“Living as a freegan, there are three things that we do: we save money, we help other people and we reduce waste,” he shares.

Daniel Tay, Co-founder of SG Food Rescue

Daniel Tay, co-founder of SG Food Rescue, at one of the many community fridges that the group frequently restocks with unsold vegetables (Photo: Daniel Tay)

Daniel famously spends next to nothing on food, choosing instead to collect unwanted food. He recalls, “I used to go to the back of the supermarket and [pick up discarded fruit and vegetables] about two to three times a week, but I stopped after three weeks because I ran out of space in my fridge.”

He relies on his senses to gauge if the food is still edible. “If it looks okay, smells okay, tastes okay, then it’s probably safe for consumption. If it fails any of these, play it safe and throw it away,” he explains.

Daniel’s dumpster-diving days, however, are over for now as he explores ways to combat waste at a broader level, such as with SG Food Rescue’s programmes.

SG Food Rescue Volunteers

Volunteers with SG Food Rescue are each given an identity tag as the wholesalers are not able to attend to members of the general public

Besides the weekly Pasir Panjang vegetable rescue missions, the group also gathers at Little India thrice weekly for a similar vegetable rescue programme, as well as restock community fridges in Yishun, Tampines and Queenstown.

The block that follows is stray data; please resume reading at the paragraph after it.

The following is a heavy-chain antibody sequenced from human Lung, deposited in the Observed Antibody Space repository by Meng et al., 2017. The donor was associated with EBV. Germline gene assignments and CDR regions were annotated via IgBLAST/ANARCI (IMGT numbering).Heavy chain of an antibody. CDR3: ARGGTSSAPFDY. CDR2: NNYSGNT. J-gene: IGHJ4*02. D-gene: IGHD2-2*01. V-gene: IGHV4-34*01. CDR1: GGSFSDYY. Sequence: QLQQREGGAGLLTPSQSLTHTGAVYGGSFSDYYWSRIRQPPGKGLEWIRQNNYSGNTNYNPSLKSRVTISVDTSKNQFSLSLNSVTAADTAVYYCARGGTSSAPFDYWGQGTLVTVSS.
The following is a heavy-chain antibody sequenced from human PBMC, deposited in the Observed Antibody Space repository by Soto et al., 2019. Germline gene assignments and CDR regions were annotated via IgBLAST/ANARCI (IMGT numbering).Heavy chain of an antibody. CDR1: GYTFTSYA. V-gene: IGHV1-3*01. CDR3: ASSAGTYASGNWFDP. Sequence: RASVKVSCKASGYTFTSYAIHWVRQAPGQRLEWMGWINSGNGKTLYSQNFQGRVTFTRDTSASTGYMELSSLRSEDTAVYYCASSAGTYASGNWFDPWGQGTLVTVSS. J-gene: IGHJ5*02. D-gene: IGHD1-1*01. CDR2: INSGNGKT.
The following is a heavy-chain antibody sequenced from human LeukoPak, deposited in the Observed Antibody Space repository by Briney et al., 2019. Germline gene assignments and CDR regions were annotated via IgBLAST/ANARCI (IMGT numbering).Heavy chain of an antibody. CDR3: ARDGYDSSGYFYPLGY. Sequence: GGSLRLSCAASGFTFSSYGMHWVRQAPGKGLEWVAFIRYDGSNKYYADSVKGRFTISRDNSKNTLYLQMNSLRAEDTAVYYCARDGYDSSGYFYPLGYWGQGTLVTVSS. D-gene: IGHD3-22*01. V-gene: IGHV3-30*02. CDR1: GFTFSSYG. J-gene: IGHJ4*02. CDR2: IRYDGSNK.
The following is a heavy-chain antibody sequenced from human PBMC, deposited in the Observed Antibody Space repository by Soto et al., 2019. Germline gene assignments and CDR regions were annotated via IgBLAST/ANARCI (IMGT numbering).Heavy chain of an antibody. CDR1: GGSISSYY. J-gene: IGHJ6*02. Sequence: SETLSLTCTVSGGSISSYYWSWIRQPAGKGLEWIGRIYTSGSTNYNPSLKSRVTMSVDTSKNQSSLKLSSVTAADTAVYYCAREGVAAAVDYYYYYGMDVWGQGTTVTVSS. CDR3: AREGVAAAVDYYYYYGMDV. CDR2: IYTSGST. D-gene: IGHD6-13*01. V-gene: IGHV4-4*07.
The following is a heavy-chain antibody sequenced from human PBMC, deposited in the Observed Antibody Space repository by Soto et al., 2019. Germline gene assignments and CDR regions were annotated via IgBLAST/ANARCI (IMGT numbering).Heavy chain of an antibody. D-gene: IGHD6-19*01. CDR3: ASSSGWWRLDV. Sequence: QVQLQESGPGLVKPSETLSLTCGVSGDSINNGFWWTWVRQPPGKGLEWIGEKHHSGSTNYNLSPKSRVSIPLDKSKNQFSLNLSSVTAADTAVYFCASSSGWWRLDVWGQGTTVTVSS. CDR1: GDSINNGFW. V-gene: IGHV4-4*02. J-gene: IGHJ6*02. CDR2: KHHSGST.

Understanding the Value of Food

So, what can regular consumers do to fight food waste, we ask Daniel.

A good way to start is by buying “ugly” produce, says Daniel, as this will challenge the notion that imperfect produce cannot be sold or consumed.

Of course, selling ugly produce comes at a cost to the sellers as these are often sold at a cheaper price in order to attract customers. “Businesses will try to sell them if they can, but they also recognise that by selling imperfect food items, they earn less. They have to be okay with doing the right thing,” says Daniel.
 

Ugly Food

Consumers can help to fight food waste by buying misshapen, blemished or discoloured produce

Already, there are certain initiatives in place in Singapore to combat food waste. NTUC FairPrice, for example, sells imperfect produce at discounted prices at selected outlets or repackages it ready-sliced.

Meanwhile, social enterprises like TreeDots supply the food and beverage industry with produce that is either imperfect, or close to expiry date.

“We need to change the way we measure the value of our food,” Daniel maintains. Instead of gauging food waste in terms of weight or monetary worth, he suggests, “Ask yourself how many meals you have thrown away. How many people could you have fed?”

If you change the language that you use, you’ll change the way you think about food.

Daniel Tay, Co-founder of SG Food Rescue

Grocery Shopping with SG Food Rescue

Volunteer with SG Food Rescue and you'll be able to do your grocery shopping too!